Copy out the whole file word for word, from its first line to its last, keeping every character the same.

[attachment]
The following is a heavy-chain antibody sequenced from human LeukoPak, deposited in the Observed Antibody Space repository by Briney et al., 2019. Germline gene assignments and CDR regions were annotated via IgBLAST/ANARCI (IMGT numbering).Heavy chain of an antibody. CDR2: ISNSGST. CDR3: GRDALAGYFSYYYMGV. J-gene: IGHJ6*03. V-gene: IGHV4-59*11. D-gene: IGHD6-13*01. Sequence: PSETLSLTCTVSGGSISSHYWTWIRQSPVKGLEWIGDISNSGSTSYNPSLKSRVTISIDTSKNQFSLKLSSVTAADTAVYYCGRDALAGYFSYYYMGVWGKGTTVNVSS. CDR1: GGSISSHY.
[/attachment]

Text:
The following is a heavy-chain antibody sequenced from human LeukoPak, deposited in the Observed Antibody Space repository by Briney et al., 2019. Germline gene assignments and CDR regions were annotated via IgBLAST/ANARCI (IMGT numbering).Heavy chain of an antibody. CDR2: ISNSGST. CDR3: GRDALAGYFSYYYMGV. J-gene: IGHJ6*03. V-gene: IGHV4-59*11. D-gene: IGHD6-13*01. Sequence: PSETLSLTCTVSGGSISSHYWTWIRQSPVKGLEWIGDISNSGSTSYNPSLKSRVTISIDTSKNQFSLKLSSVTAADTAVYYCGRDALAGYFSYYYMGVWGKGTTVNVSS. CDR1: GGSISSHY.